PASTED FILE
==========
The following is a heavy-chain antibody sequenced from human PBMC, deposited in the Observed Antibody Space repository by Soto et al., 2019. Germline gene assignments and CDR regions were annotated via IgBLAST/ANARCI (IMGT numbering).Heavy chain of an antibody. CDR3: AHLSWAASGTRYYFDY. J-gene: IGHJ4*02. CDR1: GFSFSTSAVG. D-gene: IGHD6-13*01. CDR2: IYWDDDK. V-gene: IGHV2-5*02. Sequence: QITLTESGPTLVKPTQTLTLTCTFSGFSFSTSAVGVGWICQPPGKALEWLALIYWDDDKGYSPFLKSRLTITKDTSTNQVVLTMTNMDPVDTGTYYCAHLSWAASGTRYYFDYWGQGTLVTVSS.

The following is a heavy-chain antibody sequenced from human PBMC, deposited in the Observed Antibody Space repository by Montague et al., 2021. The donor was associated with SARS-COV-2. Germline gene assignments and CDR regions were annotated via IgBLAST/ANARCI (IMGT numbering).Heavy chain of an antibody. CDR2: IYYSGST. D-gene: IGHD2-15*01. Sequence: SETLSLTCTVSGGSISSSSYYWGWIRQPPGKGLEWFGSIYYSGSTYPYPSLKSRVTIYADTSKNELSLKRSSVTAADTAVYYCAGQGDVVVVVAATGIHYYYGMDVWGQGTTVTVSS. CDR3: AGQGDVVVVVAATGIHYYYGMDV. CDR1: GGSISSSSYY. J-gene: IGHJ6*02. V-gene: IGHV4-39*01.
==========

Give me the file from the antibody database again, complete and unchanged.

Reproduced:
The following is a heavy-chain antibody sequenced from human PBMC, deposited in the Observed Antibody Space repository by Soto et al., 2019. Germline gene assignments and CDR regions were annotated via IgBLAST/ANARCI (IMGT numbering).Heavy chain of an antibody. CDR3: AHLSWAASGTRYYFDY. J-gene: IGHJ4*02. CDR1: GFSFSTSAVG. D-gene: IGHD6-13*01. CDR2: IYWDDDK. V-gene: IGHV2-5*02. Sequence: QITLTESGPTLVKPTQTLTLTCTFSGFSFSTSAVGVGWICQPPGKALEWLALIYWDDDKGYSPFLKSRLTITKDTSTNQVVLTMTNMDPVDTGTYYCAHLSWAASGTRYYFDYWGQGTLVTVSS.

The following is a heavy-chain antibody sequenced from human PBMC, deposited in the Observed Antibody Space repository by Montague et al., 2021. The donor was associated with SARS-COV-2. Germline gene assignments and CDR regions were annotated via IgBLAST/ANARCI (IMGT numbering).Heavy chain of an antibody. CDR2: IYYSGST. D-gene: IGHD2-15*01. Sequence: SETLSLTCTVSGGSISSSSYYWGWIRQPPGKGLEWFGSIYYSGSTYPYPSLKSRVTIYADTSKNELSLKRSSVTAADTAVYYCAGQGDVVVVVAATGIHYYYGMDVWGQGTTVTVSS. CDR3: AGQGDVVVVVAATGIHYYYGMDV. CDR1: GGSISSSSYY. J-gene: IGHJ6*02. V-gene: IGHV4-39*01.